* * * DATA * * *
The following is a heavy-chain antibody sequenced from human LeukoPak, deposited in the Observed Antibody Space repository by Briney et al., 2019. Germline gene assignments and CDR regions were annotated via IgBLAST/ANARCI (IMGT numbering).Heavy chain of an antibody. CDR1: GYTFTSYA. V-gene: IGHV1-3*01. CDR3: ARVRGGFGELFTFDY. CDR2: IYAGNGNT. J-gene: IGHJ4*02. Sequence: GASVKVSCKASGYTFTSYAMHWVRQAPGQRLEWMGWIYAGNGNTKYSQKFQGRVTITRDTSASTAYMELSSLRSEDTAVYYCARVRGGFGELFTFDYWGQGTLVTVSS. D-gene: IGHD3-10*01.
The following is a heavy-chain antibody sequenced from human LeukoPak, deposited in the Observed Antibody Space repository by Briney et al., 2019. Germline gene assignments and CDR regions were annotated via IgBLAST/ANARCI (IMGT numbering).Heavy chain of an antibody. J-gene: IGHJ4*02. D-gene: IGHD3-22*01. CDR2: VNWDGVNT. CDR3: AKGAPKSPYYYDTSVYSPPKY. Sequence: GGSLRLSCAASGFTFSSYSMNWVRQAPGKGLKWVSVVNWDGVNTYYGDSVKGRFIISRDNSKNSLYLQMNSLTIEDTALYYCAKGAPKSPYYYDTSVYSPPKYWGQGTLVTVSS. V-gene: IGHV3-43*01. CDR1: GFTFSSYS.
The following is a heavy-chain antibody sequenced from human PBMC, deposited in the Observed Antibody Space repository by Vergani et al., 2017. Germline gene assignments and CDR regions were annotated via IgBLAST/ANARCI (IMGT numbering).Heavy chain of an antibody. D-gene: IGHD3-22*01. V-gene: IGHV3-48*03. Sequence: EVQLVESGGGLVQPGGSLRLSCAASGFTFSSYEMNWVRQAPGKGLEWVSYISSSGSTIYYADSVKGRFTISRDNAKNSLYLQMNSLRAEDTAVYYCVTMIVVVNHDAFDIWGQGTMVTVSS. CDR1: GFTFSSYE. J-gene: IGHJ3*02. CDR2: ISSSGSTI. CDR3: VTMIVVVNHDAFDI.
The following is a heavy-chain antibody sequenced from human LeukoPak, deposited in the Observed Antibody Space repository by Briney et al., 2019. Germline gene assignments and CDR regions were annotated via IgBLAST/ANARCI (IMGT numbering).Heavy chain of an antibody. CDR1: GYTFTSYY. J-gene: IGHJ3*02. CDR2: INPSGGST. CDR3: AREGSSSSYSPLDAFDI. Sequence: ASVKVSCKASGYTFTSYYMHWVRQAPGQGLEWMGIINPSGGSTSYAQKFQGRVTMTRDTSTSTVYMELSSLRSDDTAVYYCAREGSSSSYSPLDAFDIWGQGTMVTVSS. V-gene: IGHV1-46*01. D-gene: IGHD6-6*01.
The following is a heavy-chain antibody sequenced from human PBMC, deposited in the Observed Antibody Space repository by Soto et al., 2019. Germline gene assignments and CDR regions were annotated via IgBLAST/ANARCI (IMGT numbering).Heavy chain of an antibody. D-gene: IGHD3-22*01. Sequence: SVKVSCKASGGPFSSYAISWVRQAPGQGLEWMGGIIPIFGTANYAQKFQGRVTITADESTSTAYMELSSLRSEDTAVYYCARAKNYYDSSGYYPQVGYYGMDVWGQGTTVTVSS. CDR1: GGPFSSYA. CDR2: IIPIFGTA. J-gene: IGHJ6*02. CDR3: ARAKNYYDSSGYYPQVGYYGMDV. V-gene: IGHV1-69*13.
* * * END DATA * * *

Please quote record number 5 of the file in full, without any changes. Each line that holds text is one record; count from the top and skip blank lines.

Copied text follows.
The following is a heavy-chain antibody sequenced from human PBMC, deposited in the Observed Antibody Space repository by Soto et al., 2019. Germline gene assignments and CDR regions were annotated via IgBLAST/ANARCI (IMGT numbering).Heavy chain of an antibody. D-gene: IGHD3-22*01. Sequence: SVKVSCKASGGPFSSYAISWVRQAPGQGLEWMGGIIPIFGTANYAQKFQGRVTITADESTSTAYMELSSLRSEDTAVYYCARAKNYYDSSGYYPQVGYYGMDVWGQGTTVTVSS. CDR1: GGPFSSYA. CDR2: IIPIFGTA. J-gene: IGHJ6*02. CDR3: ARAKNYYDSSGYYPQVGYYGMDV. V-gene: IGHV1-69*13.